THe UX of Rock Band 2

It aint cheap, but plunk down a bunch of money and you can have a new xBox with extra controllers, a cooling fan and a brand new Rock Band 2.  Our 3 boys are between 5 and 10 years old and have never practiced an instrument.  Katie is musical, so I am hoping they inherit her skills.

It took a while to unpack and set everything up, but once it was ready, the game was pretty intuitive.  We practiced guitar and drums first, just getting a feel for how it works.  It was pretty cool how the kids were getting the hang of it quicker than I was.

They insisted on trying an actual song.  We tried Modest Mouse, Float On.  All of the settings were set to “easy”.  Surprisingly, we didn’t suck as much as we thought.  The kids rocked it.  Even the 5 year old was pretty good on drums (with my help).

The graphics were spectacular, but really, you don’t look at any of it.  You star at the little colored bars that you have to match.  Generally, you focus like a laser and try to keep the beat.  It’s easy to get lost.  Buying more songs is a bit expensive but easy to do.  The entire ecosystem is strong.

Unexpectedly, I was sweating and exhausted at the end of the first song.  It’s hard work to stay focused for that long.  Pressing the drum kicker with your foot is really tiring on your legs.  I literally had to catch my breath after the song.  I don’t think I was breathing.  I have new respect for anyone in a band.  This is not easy.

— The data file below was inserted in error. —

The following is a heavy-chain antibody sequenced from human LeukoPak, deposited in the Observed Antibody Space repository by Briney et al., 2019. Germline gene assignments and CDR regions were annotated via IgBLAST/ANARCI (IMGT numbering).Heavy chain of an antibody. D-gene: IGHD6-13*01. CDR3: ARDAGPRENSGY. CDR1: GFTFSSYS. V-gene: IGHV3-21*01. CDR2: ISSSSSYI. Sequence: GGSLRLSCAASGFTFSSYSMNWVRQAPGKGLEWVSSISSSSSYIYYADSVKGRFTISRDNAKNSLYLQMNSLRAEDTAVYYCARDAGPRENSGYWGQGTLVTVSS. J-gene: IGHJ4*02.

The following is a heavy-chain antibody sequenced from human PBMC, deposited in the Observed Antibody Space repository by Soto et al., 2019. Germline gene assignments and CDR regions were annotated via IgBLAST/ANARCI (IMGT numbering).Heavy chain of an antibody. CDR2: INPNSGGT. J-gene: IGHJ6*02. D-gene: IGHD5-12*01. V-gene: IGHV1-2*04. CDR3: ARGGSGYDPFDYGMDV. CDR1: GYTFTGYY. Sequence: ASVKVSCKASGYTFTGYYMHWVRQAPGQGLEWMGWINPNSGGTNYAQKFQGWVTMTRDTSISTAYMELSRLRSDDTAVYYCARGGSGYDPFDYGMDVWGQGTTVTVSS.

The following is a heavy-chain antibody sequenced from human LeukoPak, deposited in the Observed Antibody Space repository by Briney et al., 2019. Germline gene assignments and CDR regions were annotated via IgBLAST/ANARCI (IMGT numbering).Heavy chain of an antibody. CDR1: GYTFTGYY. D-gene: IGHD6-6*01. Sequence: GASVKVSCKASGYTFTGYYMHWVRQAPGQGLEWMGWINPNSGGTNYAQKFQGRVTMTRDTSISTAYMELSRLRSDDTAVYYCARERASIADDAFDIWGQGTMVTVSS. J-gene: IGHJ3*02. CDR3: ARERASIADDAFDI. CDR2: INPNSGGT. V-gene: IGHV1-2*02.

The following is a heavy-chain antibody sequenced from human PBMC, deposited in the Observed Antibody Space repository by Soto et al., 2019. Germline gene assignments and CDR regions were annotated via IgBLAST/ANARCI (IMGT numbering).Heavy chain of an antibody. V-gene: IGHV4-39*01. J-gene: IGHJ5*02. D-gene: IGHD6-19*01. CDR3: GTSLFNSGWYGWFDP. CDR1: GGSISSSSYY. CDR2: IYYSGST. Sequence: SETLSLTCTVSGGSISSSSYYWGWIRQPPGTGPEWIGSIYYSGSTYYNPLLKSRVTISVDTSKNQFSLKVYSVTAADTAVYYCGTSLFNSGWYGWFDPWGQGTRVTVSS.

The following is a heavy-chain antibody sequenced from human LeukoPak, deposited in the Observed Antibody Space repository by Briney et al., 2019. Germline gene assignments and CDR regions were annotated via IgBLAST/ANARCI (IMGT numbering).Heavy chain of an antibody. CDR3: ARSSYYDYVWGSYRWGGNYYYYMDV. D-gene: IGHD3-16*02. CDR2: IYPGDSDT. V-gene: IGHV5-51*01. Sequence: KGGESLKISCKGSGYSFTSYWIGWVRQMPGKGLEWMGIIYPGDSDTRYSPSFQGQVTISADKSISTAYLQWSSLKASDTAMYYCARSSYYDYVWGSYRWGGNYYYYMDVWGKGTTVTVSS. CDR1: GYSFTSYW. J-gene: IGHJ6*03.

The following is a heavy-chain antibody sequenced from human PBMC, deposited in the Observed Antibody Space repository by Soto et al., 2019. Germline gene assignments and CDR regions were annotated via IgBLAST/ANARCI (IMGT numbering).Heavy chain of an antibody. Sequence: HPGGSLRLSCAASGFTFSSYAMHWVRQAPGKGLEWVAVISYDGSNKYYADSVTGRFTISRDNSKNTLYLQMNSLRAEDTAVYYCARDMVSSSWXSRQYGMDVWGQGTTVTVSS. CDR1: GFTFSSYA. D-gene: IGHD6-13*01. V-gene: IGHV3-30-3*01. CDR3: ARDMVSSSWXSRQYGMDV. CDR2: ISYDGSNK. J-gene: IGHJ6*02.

I truthfully believe that Rock Band 2 will bring joy of music to kids who use it.  It will make them want to join a real band.  It will teach them rhythm and how to follow the beat and how to concentrate on the music.  It will teach them the right body motions.  Most of all, it will teach them to rock.

The interaction design is gorgeous.  The details have been thought through by real musicians and game designers.  A+.

4 Replies to “THe UX of Rock Band 2”

  1. What I find especially cool about the genre: You learn to listen!

    When I started to learn playing Bass a few years ago, I tried to listen for the bass line in songs. It took me some time to actually here them. Now I can enjoy a lot of music much more by noticing the bass line details.

    I think you can get a similar effect with Rockband or Guitar Hero. While you could play it without the sound, it gets much easier to master when you listen to the lines and learn them while playing. There’s a lot of repition that you can learn, requiring less and less focus to play well.

    By the way, The Beatles Rockband is really nice.

  2. This line of yours is great: “It will teach them rhythm and how to follow the beat and how to concentrate on the music. It will teach them the right body motions. Most of all, it will teach them to rock.”

    I, like many others, made fun of these meta-instruments games at first, but I’ve since changed my tune after playing Guitar Hero III for about 8 hours straight one time.

    1. Thank you! One of the great pleasures in life (for me) is a great turn of phrase or idea. I have heard from several people that Rock Band does lead to real instruments. I’m excited for them.

  3. @Jorn: Hi! Happy 2010! Good to see your name on the screen. 🙂
    I’m glad to hear you think RockBand will help with listening. One of my concerns was that they’d get used to playing based on the visual representation and not learn to use their ears. I see potential pitfalls, but I’m hopeful that RockBand will make actually them better musicians when they start taking lessons.

    Hope to see you soon! Don’t forget to visit when you hit the west coast next!

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